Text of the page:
Sunday, December 29, 2013

Album Review: Public Service Broadcasting - Inform - Educate - Entertain (2013)

I picked up a copy of Inform - Educate - Entertain, the debut album from the London-based duo Public Service Broadcasting, after my old friend Porky had reviewed and recommended the album over at Porky Prime Cuts earlier in the year.

Last year’s ‘The War Room’ EP had already introduced me to the possibilities of what might happen when you combine a firm indie rock aesthetic with a keen sense of history and access to a massive archive of BBC radio samples, but there was a unfulfilling brevity about that World War-themed EP.
However, the full-length album has enabled PSB to expand its horizons a little, and that ultimately makes for a far more rewarding (if more intense) listening experience.

Inform - Educate - Entertain is a retro-futurist journey through several generations worth of radio samples, presenting soundbites to act as markers which identify and document just how far it is we’ve actually come.

And back in the day, when the world was still black and white, those radio announcements, emergency broadcasts, and news features – formal or otherwise – usually meant a thing or two. Something that’s relatively easy to forget in these ultra-connected, heavily-networked, supposedly far more enlightened times.

Inform - Educate - Entertain essentially does exactly what it says on the tin (or in its title). The album works as a reminder that life wasn’t always as easy as we have it to today. A reminder of just how hard our forefathers had to work to become informed, and of the limited choices they had in terms of how that news was consumed. And as a chance to appreciate just how much our world has changed … not only in the UK but also across the globe – although the themes presented are generally specific to Britain, back when it was still prefixed by the word “great”.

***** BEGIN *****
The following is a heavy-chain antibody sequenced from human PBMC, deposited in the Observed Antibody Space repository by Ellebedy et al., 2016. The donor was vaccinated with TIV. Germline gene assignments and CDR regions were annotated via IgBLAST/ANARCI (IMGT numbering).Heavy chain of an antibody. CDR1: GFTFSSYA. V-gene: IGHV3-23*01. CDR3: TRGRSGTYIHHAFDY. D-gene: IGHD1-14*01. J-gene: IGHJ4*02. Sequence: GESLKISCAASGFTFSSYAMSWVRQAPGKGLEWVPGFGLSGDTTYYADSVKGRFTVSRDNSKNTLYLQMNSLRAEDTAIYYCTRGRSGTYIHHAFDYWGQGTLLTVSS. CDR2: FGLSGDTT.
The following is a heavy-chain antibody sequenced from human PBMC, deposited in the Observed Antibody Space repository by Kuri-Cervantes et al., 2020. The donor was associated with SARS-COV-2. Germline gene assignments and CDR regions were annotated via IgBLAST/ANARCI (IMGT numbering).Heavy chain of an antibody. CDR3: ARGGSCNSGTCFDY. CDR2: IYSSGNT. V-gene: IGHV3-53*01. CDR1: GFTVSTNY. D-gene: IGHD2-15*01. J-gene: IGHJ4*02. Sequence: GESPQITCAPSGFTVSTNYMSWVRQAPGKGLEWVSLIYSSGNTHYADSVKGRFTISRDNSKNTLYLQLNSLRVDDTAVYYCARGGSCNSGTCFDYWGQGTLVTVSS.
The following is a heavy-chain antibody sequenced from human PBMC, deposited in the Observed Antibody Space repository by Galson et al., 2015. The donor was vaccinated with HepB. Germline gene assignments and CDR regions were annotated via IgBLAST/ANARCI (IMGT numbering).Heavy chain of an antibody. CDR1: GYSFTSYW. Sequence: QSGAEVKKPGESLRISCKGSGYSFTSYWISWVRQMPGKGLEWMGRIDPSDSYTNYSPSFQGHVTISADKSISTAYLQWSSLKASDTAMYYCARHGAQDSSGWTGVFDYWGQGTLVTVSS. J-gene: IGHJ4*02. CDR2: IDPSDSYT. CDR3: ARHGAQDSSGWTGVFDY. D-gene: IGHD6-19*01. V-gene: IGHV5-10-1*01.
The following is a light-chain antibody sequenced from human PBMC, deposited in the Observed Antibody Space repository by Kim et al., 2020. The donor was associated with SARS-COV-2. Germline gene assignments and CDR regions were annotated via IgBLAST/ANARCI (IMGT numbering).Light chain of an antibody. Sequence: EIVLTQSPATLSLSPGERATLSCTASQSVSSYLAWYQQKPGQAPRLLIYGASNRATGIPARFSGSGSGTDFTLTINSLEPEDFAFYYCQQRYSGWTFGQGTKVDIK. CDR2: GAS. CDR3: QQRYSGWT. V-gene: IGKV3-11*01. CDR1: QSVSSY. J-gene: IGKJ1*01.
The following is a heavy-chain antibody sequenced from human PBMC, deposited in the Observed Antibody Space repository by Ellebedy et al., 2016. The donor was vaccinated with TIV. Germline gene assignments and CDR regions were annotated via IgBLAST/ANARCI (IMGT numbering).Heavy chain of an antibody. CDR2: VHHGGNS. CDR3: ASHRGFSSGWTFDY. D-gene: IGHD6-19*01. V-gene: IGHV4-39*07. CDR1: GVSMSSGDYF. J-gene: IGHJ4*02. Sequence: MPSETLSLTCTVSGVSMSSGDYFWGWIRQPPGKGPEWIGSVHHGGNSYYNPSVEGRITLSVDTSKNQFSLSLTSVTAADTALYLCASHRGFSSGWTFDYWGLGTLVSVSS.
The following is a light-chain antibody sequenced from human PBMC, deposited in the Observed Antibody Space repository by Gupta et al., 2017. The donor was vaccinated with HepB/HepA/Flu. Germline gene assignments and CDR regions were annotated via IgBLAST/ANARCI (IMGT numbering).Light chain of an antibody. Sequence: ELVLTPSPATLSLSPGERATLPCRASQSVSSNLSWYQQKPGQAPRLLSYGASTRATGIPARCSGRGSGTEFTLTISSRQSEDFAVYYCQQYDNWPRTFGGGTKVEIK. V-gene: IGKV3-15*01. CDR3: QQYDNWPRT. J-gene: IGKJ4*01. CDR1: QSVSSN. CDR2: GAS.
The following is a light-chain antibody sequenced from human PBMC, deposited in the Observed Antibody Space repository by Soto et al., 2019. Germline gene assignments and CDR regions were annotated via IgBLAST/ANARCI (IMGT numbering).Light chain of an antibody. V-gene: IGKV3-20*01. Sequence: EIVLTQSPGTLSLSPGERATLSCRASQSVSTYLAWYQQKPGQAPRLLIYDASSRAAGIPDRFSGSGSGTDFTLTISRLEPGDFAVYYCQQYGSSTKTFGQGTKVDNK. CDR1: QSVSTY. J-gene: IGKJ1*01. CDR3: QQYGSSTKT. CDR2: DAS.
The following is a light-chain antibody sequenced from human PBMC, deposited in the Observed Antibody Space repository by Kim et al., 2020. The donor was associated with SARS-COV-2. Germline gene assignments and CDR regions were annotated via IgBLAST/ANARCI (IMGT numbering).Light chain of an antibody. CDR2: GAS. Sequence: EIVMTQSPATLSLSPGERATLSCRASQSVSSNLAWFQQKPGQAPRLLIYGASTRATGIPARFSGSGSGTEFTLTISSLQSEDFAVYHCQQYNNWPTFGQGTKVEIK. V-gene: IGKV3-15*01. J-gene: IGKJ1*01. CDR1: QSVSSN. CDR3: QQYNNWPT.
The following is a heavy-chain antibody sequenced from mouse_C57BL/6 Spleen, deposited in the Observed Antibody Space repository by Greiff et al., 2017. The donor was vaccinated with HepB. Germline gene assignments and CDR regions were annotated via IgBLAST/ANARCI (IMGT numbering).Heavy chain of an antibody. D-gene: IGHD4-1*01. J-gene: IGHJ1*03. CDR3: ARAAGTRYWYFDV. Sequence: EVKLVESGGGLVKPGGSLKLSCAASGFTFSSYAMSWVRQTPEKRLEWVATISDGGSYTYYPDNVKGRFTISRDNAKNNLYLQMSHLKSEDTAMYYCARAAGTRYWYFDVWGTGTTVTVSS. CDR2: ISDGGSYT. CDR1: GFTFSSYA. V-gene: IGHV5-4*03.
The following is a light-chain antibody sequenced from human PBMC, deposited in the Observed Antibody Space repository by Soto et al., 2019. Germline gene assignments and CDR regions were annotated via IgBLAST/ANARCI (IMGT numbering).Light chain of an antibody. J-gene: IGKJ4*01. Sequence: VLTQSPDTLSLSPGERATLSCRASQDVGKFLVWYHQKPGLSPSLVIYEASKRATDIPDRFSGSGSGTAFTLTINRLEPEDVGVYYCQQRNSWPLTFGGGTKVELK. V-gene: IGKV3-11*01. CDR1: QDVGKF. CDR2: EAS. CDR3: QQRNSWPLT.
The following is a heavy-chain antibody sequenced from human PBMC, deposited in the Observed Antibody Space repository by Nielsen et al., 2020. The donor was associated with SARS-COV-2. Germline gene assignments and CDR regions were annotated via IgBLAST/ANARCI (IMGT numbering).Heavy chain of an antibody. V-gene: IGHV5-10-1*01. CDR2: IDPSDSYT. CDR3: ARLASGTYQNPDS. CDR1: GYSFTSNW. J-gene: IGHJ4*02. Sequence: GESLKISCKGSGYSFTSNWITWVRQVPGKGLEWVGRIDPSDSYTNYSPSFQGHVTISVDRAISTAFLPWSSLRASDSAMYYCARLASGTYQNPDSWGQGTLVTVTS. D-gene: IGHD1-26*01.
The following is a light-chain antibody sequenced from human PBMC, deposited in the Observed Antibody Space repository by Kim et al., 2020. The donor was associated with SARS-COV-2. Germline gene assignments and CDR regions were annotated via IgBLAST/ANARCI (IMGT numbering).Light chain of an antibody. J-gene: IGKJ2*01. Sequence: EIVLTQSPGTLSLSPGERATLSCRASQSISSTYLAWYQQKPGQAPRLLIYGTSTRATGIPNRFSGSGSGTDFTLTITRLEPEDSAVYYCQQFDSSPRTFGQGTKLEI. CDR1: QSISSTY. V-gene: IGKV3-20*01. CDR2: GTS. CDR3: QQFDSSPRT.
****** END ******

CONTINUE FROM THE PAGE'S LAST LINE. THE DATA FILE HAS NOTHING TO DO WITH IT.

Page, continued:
‘Spitfire’ is the only track from the EP to be carried forward to the album proper and it remains a fascinating insight into the general mindset of the pre, mid, and post-war British public. Other highlights include ‘Signal 30’, ‘Night Mail’, ‘Lit Up’, and ‘Everest’ (clip below) …

... and here’s a track from the ‘The War Room’ EP of 2012:


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